Washington Post nationally syndicated personal finance columnist Michelle Singletary recommended to one of her readers this week that she consider a reverse mortgage to help finance home improvements.
The woman is single and 62. No children. She’s retired. She owns her home outright, and it’s worth approximately $520,000. She has about $350,000 in retirement funds spread across bank accounts, mutual funds, 401(k)s, 457s, and IRAs. But this money has to last throughout her retirement years.
After explaining why a Home Equity Line of Credit (HELOC) wouldn’t be ideal in today’s rising interest rate environment, Singletary said there may be state and local programs that could assist with home repairs, but then she asked the woman if she had considered a reverse mortgage.
“I did think about a reverse mortgage, but wouldn’t I be obliged to stay in my home for the rest of my life?” she asked Singletary.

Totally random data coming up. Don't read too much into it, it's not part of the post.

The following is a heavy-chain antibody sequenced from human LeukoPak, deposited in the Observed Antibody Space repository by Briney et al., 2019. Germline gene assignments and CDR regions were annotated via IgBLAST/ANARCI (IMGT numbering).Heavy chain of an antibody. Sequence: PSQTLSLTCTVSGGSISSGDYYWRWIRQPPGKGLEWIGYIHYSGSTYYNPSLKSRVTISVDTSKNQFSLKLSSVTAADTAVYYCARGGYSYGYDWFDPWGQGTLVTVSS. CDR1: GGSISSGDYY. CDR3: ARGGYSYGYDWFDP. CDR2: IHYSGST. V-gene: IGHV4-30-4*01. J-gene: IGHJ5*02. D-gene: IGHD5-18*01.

The columnist explained that the home can be sold, at which point the loan would need to be repaid. Singletary further noted that a reverse mortgage doesn’t require a monthly payment like a HELOC would, and it works best for people who want to live in their home for a long time. The reader responded, “I believe I could age in place at this house. My family has lived in this home for 52 years, and it is perfect for a senior citizen.”
Singletary summarized how a reverse mortgage works, the payment plan options and qualification guidelines. “A reverse mortgage wouldn’t be a bad option,” says Singletary. “She could use the loan to get rid of her credit card and student loan debt and make the repairs she wants.” Read the full story.